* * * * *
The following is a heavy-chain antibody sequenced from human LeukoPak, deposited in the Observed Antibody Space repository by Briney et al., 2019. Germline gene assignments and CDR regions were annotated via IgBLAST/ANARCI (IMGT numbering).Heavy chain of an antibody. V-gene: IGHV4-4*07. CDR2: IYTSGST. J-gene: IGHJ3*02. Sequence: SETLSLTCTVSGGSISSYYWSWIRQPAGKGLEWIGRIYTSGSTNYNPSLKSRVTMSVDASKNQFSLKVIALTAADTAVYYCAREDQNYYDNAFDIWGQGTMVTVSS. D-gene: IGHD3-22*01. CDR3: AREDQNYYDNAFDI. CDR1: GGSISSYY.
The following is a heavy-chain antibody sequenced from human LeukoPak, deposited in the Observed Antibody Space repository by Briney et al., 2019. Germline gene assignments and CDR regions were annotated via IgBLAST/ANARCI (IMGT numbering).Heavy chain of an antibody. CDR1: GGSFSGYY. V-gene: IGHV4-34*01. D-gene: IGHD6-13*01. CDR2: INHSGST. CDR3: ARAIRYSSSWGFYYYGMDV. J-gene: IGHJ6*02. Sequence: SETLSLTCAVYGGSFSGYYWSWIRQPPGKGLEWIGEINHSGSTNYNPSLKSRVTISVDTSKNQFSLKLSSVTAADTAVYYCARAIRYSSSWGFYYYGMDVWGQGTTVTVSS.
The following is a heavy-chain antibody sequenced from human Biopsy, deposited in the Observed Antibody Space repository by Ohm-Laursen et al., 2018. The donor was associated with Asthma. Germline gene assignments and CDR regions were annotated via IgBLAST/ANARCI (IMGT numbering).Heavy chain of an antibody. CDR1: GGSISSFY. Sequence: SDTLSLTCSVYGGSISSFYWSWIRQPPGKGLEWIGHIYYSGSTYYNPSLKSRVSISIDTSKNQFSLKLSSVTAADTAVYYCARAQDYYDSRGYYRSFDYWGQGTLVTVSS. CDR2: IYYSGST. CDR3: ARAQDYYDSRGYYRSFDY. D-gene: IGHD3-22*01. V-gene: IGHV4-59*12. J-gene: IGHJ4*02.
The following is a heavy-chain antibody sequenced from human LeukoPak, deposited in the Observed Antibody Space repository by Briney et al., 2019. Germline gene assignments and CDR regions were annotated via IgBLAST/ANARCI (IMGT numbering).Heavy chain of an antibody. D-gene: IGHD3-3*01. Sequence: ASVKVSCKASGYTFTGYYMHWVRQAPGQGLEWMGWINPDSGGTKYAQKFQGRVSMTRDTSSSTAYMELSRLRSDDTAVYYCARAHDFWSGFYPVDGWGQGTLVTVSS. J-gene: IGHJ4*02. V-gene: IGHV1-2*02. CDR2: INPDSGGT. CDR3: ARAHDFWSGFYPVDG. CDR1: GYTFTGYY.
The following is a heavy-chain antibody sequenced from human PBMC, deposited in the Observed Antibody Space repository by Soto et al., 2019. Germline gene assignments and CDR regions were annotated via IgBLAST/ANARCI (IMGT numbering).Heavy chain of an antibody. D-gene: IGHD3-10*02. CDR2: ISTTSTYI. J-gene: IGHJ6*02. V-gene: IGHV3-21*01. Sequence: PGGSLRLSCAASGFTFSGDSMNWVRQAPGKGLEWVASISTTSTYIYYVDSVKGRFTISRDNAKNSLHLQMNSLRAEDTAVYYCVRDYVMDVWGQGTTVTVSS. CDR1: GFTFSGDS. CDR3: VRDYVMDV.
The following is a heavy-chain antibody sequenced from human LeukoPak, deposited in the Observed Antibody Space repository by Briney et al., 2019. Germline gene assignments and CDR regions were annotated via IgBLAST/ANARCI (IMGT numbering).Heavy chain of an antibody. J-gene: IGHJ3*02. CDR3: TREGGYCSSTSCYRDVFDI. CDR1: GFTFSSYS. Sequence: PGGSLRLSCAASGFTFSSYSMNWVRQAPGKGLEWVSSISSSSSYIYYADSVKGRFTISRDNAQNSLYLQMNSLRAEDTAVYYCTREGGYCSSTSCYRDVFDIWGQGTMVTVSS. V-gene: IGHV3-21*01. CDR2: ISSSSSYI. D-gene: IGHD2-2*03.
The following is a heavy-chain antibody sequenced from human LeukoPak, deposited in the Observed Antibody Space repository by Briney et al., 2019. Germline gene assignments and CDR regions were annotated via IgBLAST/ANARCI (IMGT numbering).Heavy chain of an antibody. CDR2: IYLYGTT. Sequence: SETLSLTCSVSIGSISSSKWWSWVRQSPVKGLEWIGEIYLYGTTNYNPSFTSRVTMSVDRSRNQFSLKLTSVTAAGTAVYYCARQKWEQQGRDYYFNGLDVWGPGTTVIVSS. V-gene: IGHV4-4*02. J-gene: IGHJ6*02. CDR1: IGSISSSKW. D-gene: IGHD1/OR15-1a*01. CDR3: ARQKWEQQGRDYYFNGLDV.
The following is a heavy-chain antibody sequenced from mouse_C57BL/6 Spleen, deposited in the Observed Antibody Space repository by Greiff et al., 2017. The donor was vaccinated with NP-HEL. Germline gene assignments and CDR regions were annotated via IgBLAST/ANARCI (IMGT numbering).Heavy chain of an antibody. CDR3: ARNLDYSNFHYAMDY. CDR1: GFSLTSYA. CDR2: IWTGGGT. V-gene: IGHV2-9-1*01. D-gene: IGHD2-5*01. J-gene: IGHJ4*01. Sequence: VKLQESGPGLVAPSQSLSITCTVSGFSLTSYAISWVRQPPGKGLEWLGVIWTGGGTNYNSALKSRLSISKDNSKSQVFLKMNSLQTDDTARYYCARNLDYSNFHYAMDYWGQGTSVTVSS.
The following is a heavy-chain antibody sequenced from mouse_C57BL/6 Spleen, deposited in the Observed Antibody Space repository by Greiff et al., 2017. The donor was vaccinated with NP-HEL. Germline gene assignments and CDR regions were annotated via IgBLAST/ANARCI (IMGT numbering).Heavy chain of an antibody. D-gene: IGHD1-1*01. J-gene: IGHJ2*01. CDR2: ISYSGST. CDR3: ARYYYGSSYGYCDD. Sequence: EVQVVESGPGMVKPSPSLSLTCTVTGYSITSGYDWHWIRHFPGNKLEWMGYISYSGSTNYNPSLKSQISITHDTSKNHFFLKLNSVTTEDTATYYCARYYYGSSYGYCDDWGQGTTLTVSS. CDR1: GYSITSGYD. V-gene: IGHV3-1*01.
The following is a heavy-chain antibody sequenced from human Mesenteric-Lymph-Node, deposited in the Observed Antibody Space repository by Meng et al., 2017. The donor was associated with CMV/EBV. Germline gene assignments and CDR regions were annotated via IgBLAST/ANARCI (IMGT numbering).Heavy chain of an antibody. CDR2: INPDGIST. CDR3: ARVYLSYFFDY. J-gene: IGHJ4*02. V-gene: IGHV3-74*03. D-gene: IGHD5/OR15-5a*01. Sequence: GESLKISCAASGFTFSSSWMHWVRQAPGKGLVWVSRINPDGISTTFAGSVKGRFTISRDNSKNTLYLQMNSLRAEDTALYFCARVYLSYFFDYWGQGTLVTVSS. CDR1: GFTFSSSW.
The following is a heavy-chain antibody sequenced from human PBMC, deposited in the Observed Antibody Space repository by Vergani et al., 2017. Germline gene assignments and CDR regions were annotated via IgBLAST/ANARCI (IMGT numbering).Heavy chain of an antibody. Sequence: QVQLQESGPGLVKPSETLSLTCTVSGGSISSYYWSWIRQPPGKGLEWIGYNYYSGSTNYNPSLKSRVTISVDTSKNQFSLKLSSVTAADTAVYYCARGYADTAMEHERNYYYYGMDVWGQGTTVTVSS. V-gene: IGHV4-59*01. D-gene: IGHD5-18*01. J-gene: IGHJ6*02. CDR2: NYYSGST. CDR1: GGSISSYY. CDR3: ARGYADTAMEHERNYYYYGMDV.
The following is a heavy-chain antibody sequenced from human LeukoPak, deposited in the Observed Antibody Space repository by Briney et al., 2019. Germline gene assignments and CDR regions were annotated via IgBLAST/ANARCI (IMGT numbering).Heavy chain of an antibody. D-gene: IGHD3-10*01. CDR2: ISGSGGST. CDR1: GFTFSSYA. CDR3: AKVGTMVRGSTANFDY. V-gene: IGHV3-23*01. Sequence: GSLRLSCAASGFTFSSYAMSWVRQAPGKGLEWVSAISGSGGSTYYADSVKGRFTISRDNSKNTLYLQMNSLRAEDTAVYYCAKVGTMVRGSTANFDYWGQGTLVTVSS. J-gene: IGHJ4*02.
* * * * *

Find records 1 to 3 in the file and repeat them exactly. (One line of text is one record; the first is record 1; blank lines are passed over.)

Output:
The following is a heavy-chain antibody sequenced from human LeukoPak, deposited in the Observed Antibody Space repository by Briney et al., 2019. Germline gene assignments and CDR regions were annotated via IgBLAST/ANARCI (IMGT numbering).Heavy chain of an antibody. V-gene: IGHV4-4*07. CDR2: IYTSGST. J-gene: IGHJ3*02. Sequence: SETLSLTCTVSGGSISSYYWSWIRQPAGKGLEWIGRIYTSGSTNYNPSLKSRVTMSVDASKNQFSLKVIALTAADTAVYYCAREDQNYYDNAFDIWGQGTMVTVSS. D-gene: IGHD3-22*01. CDR3: AREDQNYYDNAFDI. CDR1: GGSISSYY.
The following is a heavy-chain antibody sequenced from human LeukoPak, deposited in the Observed Antibody Space repository by Briney et al., 2019. Germline gene assignments and CDR regions were annotated via IgBLAST/ANARCI (IMGT numbering).Heavy chain of an antibody. CDR1: GGSFSGYY. V-gene: IGHV4-34*01. D-gene: IGHD6-13*01. CDR2: INHSGST. CDR3: ARAIRYSSSWGFYYYGMDV. J-gene: IGHJ6*02. Sequence: SETLSLTCAVYGGSFSGYYWSWIRQPPGKGLEWIGEINHSGSTNYNPSLKSRVTISVDTSKNQFSLKLSSVTAADTAVYYCARAIRYSSSWGFYYYGMDVWGQGTTVTVSS.
The following is a heavy-chain antibody sequenced from human Biopsy, deposited in the Observed Antibody Space repository by Ohm-Laursen et al., 2018. The donor was associated with Asthma. Germline gene assignments and CDR regions were annotated via IgBLAST/ANARCI (IMGT numbering).Heavy chain of an antibody. CDR1: GGSISSFY. Sequence: SDTLSLTCSVYGGSISSFYWSWIRQPPGKGLEWIGHIYYSGSTYYNPSLKSRVSISIDTSKNQFSLKLSSVTAADTAVYYCARAQDYYDSRGYYRSFDYWGQGTLVTVSS. CDR2: IYYSGST. CDR3: ARAQDYYDSRGYYRSFDY. D-gene: IGHD3-22*01. V-gene: IGHV4-59*12. J-gene: IGHJ4*02.